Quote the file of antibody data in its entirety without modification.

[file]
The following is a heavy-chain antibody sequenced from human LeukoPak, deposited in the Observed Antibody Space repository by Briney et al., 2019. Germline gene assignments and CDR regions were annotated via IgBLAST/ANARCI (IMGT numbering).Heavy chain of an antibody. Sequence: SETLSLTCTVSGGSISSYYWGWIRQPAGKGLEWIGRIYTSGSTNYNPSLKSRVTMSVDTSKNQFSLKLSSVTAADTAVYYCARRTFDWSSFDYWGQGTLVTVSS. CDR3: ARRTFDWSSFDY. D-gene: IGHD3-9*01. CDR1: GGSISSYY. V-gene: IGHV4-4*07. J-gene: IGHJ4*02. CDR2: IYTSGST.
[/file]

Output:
The following is a heavy-chain antibody sequenced from human LeukoPak, deposited in the Observed Antibody Space repository by Briney et al., 2019. Germline gene assignments and CDR regions were annotated via IgBLAST/ANARCI (IMGT numbering).Heavy chain of an antibody. Sequence: SETLSLTCTVSGGSISSYYWGWIRQPAGKGLEWIGRIYTSGSTNYNPSLKSRVTMSVDTSKNQFSLKLSSVTAADTAVYYCARRTFDWSSFDYWGQGTLVTVSS. CDR3: ARRTFDWSSFDY. D-gene: IGHD3-9*01. CDR1: GGSISSYY. V-gene: IGHV4-4*07. J-gene: IGHJ4*02. CDR2: IYTSGST.